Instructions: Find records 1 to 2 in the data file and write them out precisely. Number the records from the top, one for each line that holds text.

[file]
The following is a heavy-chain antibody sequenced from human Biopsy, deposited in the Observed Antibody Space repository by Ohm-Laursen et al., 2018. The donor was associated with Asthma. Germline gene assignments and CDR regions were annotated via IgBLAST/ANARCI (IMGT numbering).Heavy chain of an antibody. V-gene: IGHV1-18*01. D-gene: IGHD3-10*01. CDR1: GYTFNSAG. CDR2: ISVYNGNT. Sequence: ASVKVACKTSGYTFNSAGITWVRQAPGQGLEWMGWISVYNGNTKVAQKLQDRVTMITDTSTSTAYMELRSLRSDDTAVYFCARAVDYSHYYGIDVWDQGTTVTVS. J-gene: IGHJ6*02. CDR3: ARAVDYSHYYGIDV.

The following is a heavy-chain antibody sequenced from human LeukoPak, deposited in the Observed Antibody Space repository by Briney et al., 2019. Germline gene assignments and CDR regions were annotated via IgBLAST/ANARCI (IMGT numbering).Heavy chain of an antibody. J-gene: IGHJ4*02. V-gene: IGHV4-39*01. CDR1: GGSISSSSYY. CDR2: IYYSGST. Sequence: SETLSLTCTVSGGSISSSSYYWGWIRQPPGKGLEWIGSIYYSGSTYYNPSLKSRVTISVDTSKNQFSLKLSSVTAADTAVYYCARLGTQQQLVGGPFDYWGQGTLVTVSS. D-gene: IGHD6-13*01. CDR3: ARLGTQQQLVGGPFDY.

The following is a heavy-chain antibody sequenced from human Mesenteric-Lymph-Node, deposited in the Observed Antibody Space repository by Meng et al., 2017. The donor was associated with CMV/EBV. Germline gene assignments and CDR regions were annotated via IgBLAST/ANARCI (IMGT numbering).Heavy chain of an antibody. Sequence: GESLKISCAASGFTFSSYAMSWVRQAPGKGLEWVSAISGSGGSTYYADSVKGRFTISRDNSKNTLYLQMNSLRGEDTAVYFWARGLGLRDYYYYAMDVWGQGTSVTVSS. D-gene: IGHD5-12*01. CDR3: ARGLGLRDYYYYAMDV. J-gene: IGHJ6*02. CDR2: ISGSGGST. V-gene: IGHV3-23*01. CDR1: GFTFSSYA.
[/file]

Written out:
The following is a heavy-chain antibody sequenced from human Biopsy, deposited in the Observed Antibody Space repository by Ohm-Laursen et al., 2018. The donor was associated with Asthma. Germline gene assignments and CDR regions were annotated via IgBLAST/ANARCI (IMGT numbering).Heavy chain of an antibody. V-gene: IGHV1-18*01. D-gene: IGHD3-10*01. CDR1: GYTFNSAG. CDR2: ISVYNGNT. Sequence: ASVKVACKTSGYTFNSAGITWVRQAPGQGLEWMGWISVYNGNTKVAQKLQDRVTMITDTSTSTAYMELRSLRSDDTAVYFCARAVDYSHYYGIDVWDQGTTVTVS. J-gene: IGHJ6*02. CDR3: ARAVDYSHYYGIDV.

The following is a heavy-chain antibody sequenced from human LeukoPak, deposited in the Observed Antibody Space repository by Briney et al., 2019. Germline gene assignments and CDR regions were annotated via IgBLAST/ANARCI (IMGT numbering).Heavy chain of an antibody. J-gene: IGHJ4*02. V-gene: IGHV4-39*01. CDR1: GGSISSSSYY. CDR2: IYYSGST. Sequence: SETLSLTCTVSGGSISSSSYYWGWIRQPPGKGLEWIGSIYYSGSTYYNPSLKSRVTISVDTSKNQFSLKLSSVTAADTAVYYCARLGTQQQLVGGPFDYWGQGTLVTVSS. D-gene: IGHD6-13*01. CDR3: ARLGTQQQLVGGPFDY.